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Giuseppe Verdi – From La Scala: Macbeth

Giuseppe Verdi – From La Scala. Macbeth

Recorded in January 1976.

About this collection of operas from La Scala:
Between 1960 and 1981, the music label Deutsche Grammophon recorded the eight greatest operas composed by Verdi at La Scala in Milan, the home of Italian operas. World’s leading singers and conductors were involved in the recording. The result provides you with the best possible way to get familiar with Verdi’s operas.

About this opera:
Macbeth is an opera in four acts by Giuseppe Verdi, with an Italian libretto by Francesco Maria Piave and additions by Andrea Maffei, based on Shakespeare’s play of the same name. It was Verdi’s tenth opera and also the first of Shakespeare’s plays which he adapted for the operatic stage.
Written after the success of Atilla in 1846 by which time the composer had become well established, it was before the great successes of 1850 to 1853, Rigoletto, Il trovatore and La traviata which propelled him into universal fame. As sources, Shakespeare’s plays provided Verdi with lifelong inspiration: some, such as King Lear were never realized but he wrote his two final operas using Othello as the basis for Otello (1887) and The Merry Wives of Windsor as the basis for Falstaff (1893).
The first version of Macbeth was completed during the middle of what Verdi was to describe as his “galley years”. Ranging from 1842 to 1850, this period saw the composer produce 14 operas, but by the standards of the subject matter of almost all Italian operas during the first fifty years of the 19th century, Macbeth was highly unusual. The 1847 version was very successful and it was presented widely. Pleased with his opera and with its reception, Verdi wrote to Antonio Barezzi, his former father-in-law and long-time supporter, on 25 March 1847 just about two weeks after the premiere: “I have long intended to dedicate an opera to you, who have been father, benefactor, and friend to me. It was a duty I should have fulfilled sooner if imperious circumstances had not prevented me. Now, I send you Macbeth which I prize above all my other operas, and therefore deem worthier to present to you”.
The 1865 revision, produced for Paris in a French translation and with several additions, was less successful and the opera largely faded from public view until the mid-20th century revivals.
In 1864 Verdi was asked to provide additional music – a ballet and a final chorus – for a production at the Théâtre Lyrique (Théâtre-Lyrique Impérial du Châtelet) in Paris. Initially thinking these additions were all that was needed, he realized that an overhaul of the opera was required. Advising the impresario of the Lyrique that more time was needed, he took the opportunity to revise the entire opera, in particular by adding music for Macbeth and Lady Macbeth in Acts 1 and 3; the addition of a ballet in Act 3; and changing the endings of Acts 3 and 4, in the latter case by dropping Macbeth’s aria Mal per me che m’affidai – “Trusting in the prophesies of Hell” and adding the triumphal choral ending.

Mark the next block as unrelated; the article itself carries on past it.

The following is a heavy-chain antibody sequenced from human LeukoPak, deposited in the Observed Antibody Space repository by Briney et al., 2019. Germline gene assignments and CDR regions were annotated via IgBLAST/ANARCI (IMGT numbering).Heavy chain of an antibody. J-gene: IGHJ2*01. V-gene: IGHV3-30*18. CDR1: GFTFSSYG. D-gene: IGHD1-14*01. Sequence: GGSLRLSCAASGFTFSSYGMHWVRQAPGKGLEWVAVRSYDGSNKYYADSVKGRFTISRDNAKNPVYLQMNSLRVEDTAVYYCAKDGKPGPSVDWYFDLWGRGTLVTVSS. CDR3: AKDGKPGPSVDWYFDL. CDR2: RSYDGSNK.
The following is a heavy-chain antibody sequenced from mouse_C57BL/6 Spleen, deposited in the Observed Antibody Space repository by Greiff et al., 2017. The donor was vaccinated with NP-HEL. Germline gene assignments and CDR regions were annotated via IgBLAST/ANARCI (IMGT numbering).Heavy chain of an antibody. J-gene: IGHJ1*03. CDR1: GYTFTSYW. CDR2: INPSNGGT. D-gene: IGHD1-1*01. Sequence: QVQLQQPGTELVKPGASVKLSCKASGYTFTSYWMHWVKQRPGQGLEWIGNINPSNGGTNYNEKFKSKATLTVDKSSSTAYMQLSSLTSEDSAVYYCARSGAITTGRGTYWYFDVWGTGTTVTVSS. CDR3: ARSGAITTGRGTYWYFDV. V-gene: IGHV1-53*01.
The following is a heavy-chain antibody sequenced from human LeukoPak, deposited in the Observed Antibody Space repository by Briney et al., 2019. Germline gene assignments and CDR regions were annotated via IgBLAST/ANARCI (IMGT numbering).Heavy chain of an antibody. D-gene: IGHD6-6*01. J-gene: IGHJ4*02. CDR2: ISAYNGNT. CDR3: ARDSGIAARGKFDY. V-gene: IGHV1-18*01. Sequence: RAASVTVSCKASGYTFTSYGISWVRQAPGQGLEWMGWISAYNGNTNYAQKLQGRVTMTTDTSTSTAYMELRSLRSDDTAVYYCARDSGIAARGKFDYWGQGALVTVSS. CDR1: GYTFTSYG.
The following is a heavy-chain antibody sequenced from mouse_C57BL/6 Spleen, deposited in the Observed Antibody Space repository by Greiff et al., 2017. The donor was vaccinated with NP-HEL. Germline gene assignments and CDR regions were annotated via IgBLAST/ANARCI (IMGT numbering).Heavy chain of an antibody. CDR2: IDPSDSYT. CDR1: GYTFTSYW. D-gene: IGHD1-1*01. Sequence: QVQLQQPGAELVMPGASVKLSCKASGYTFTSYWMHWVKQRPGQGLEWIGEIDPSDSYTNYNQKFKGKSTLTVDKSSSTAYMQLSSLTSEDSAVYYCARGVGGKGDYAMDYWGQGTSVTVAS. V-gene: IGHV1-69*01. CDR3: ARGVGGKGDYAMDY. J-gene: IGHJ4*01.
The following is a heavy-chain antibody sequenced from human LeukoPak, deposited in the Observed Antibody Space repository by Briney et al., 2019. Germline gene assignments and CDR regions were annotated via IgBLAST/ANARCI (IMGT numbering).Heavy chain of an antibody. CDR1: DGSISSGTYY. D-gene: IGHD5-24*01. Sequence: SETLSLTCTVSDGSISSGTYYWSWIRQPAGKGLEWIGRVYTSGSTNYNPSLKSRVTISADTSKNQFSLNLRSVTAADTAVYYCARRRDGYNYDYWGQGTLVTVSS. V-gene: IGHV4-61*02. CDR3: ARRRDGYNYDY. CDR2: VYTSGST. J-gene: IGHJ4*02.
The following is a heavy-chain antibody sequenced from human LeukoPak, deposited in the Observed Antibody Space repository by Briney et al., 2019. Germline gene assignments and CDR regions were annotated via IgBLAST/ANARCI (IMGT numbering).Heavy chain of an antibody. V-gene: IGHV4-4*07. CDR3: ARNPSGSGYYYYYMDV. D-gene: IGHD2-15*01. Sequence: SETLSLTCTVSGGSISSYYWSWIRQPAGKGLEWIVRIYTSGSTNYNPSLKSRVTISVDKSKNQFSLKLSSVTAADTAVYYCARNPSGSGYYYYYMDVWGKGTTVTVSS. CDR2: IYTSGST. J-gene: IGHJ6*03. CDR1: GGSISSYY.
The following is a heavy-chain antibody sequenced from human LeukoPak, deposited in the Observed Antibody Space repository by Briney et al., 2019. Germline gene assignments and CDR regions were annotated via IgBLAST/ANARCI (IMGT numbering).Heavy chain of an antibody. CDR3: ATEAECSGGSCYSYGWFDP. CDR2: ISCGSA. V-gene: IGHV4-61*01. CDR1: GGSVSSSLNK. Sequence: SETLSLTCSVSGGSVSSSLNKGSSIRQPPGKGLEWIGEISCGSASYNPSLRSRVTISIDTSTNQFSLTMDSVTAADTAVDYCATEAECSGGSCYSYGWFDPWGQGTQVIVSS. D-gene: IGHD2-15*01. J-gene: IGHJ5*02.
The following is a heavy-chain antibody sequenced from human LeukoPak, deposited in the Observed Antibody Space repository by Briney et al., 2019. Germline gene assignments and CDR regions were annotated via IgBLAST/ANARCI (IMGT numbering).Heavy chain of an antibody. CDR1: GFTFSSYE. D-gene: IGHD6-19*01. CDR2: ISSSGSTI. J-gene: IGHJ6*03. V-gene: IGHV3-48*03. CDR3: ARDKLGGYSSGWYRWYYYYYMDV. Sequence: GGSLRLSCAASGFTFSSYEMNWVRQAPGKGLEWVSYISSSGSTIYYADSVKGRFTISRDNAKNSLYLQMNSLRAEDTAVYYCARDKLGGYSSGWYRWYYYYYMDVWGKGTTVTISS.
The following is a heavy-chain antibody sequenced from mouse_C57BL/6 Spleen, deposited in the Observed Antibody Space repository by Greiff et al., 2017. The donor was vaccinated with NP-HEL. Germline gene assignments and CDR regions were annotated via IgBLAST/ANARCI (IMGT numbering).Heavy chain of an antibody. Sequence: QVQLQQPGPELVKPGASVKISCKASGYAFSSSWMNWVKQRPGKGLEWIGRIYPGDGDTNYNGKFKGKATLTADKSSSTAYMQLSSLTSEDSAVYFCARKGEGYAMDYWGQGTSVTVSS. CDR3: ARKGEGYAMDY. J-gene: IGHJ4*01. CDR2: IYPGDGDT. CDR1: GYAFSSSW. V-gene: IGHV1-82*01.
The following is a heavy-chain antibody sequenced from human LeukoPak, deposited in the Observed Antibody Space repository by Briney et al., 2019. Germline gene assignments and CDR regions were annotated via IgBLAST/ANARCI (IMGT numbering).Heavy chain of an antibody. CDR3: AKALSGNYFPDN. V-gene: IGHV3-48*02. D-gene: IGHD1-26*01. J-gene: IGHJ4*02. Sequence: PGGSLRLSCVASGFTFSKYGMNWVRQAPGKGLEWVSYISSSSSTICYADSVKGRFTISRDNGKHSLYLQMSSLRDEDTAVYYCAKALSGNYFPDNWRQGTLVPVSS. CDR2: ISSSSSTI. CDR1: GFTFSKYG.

Once again Piave was called into service and the new version was first performed on April 21, 1865. Overall, the first performance was poorly received, something which puzzled the composer: “I thought I had done quite well with it…it appears I was mistaken”. It remains the preferred version for modern performances.
The 1847 version was successful and was performed all over Italy until the revised version appeared in 1865. The first version was given its US premiere in April 1850 in New York and its UK premiere took place in October 1860 in Manchester. After the 1865 premiere of the revised version, which was followed by only 13 more performances, the opera generally fell from popularity. It was given in Paris in April 1865 and up to about 1900, it was rarely performed until after World War II. The US premiere of this version did not take place until 24 October 1941 in New York.
Two European productions, in Berlin in the 1930s and at Glyndebourne in 1938 and 1939, were important in helping the 20th Century revival. The 1938 production was the UK premiere of the revised version and the first to combine the death of Macbeth from the 1847 version with the triumphal ending from the 1865 version, something totally against Verdi’s wishes. Glydebourne revived it in the 1950s but it was not until 1959 that it appeared on the Metropolitan Opera’s roster for the first time. (It has been given 91 performances between 1959 and the 2008 revival). Similarly, the first presentations at the Royal Opera House, Covent Garden, with Tito Gobbi and then others in the title role, took place only in 1960.
In recent times, the opera has appeared more frequently in the repertories of the Washington National Opera (2007) and the San Francisco Opera (Nov/Dec 2007) and many other opera houses worldwide, but almost all productions stage the revised version with the exception of both the original and the revised versions which were presented in 2003 as part of the Sarasota Opera’s “Verdi Cycle” of all the composer’s operas in their different versions.

The Players:

Track List:

Stereo, ADD, mp3, 320 kbps, 353.747 Mb, 2 hours 33 minutes. Covers, info & synopsis included.

Part1 —–   Part2 —–   Part3 —–   Part4

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